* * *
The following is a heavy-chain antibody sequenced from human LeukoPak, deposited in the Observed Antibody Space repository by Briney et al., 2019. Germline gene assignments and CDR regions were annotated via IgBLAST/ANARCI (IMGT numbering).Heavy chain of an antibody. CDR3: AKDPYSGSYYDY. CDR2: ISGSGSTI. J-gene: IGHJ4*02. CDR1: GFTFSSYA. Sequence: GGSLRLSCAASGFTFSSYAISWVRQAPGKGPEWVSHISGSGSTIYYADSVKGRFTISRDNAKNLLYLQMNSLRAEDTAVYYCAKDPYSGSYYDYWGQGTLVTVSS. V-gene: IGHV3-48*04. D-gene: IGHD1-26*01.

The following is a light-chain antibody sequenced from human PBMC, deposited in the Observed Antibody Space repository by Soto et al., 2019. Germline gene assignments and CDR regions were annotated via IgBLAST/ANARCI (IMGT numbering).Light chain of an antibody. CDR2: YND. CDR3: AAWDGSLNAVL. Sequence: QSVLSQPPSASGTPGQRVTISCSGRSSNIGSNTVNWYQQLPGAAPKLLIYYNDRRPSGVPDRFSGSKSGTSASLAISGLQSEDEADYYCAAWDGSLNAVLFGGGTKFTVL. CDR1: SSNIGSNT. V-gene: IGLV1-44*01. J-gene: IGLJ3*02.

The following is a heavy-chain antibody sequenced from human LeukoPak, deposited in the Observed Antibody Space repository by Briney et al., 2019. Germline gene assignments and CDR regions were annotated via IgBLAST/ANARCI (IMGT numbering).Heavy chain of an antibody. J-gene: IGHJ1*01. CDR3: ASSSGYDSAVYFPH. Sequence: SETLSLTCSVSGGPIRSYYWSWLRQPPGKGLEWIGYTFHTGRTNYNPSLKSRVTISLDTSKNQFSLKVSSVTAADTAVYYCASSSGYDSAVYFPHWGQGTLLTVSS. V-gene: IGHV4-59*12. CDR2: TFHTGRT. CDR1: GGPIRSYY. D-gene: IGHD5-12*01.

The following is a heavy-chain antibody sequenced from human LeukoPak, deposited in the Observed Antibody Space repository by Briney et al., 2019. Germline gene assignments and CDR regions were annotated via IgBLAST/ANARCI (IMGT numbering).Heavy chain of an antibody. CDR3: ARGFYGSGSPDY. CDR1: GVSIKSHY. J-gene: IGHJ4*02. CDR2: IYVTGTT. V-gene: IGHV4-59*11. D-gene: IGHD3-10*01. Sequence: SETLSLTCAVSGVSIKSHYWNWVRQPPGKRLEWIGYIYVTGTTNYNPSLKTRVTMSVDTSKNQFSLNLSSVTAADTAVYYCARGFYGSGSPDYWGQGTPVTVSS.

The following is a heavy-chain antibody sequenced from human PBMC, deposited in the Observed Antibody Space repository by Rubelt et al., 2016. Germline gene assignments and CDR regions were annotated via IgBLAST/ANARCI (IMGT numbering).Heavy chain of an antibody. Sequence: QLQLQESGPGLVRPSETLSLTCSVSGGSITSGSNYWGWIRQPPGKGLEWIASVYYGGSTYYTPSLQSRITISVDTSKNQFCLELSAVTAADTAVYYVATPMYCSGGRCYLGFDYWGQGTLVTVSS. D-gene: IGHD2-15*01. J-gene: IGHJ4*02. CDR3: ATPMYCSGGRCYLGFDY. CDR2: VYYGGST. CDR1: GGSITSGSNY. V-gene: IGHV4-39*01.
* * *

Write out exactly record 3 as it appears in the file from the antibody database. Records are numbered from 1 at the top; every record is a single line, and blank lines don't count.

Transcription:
The following is a heavy-chain antibody sequenced from human LeukoPak, deposited in the Observed Antibody Space repository by Briney et al., 2019. Germline gene assignments and CDR regions were annotated via IgBLAST/ANARCI (IMGT numbering).Heavy chain of an antibody. J-gene: IGHJ1*01. CDR3: ASSSGYDSAVYFPH. Sequence: SETLSLTCSVSGGPIRSYYWSWLRQPPGKGLEWIGYTFHTGRTNYNPSLKSRVTISLDTSKNQFSLKVSSVTAADTAVYYCASSSGYDSAVYFPHWGQGTLLTVSS. V-gene: IGHV4-59*12. CDR2: TFHTGRT. CDR1: GGPIRSYY. D-gene: IGHD5-12*01.